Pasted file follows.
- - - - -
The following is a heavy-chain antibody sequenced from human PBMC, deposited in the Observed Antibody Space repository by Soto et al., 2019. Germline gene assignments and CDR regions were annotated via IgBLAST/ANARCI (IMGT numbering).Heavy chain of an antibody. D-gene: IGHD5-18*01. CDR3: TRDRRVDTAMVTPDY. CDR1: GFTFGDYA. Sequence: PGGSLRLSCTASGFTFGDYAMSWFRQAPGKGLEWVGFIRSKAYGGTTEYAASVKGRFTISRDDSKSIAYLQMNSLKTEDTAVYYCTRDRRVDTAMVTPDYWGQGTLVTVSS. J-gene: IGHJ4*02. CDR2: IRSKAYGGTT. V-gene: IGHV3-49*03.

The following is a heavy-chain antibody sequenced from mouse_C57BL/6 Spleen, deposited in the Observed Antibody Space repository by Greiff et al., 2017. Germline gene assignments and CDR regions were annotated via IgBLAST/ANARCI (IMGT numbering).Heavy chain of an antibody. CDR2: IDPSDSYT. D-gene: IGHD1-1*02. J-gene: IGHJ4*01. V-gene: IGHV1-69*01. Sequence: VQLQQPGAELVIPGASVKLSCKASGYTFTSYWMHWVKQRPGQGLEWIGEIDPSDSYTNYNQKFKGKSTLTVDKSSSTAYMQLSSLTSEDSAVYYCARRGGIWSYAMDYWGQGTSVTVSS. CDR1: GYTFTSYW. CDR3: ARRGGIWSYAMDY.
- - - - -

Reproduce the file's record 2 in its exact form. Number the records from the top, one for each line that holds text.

The following is a heavy-chain antibody sequenced from mouse_C57BL/6 Spleen, deposited in the Observed Antibody Space repository by Greiff et al., 2017. Germline gene assignments and CDR regions were annotated via IgBLAST/ANARCI (IMGT numbering).Heavy chain of an antibody. CDR2: IDPSDSYT. D-gene: IGHD1-1*02. J-gene: IGHJ4*01. V-gene: IGHV1-69*01. Sequence: VQLQQPGAELVIPGASVKLSCKASGYTFTSYWMHWVKQRPGQGLEWIGEIDPSDSYTNYNQKFKGKSTLTVDKSSSTAYMQLSSLTSEDSAVYYCARRGGIWSYAMDYWGQGTSVTVSS. CDR1: GYTFTSYW. CDR3: ARRGGIWSYAMDY.